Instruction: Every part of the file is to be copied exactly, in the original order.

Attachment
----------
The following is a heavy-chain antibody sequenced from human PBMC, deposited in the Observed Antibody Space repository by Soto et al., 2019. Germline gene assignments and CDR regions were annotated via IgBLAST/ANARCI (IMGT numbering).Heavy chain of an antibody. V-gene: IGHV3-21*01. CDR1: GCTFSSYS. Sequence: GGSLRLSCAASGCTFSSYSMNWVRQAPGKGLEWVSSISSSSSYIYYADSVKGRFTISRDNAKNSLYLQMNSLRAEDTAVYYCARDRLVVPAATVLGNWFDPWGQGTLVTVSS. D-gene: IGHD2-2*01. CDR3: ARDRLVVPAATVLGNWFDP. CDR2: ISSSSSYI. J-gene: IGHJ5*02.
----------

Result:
The following is a heavy-chain antibody sequenced from human PBMC, deposited in the Observed Antibody Space repository by Soto et al., 2019. Germline gene assignments and CDR regions were annotated via IgBLAST/ANARCI (IMGT numbering).Heavy chain of an antibody. V-gene: IGHV3-21*01. CDR1: GCTFSSYS. Sequence: GGSLRLSCAASGCTFSSYSMNWVRQAPGKGLEWVSSISSSSSYIYYADSVKGRFTISRDNAKNSLYLQMNSLRAEDTAVYYCARDRLVVPAATVLGNWFDPWGQGTLVTVSS. D-gene: IGHD2-2*01. CDR3: ARDRLVVPAATVLGNWFDP. CDR2: ISSSSSYI. J-gene: IGHJ5*02.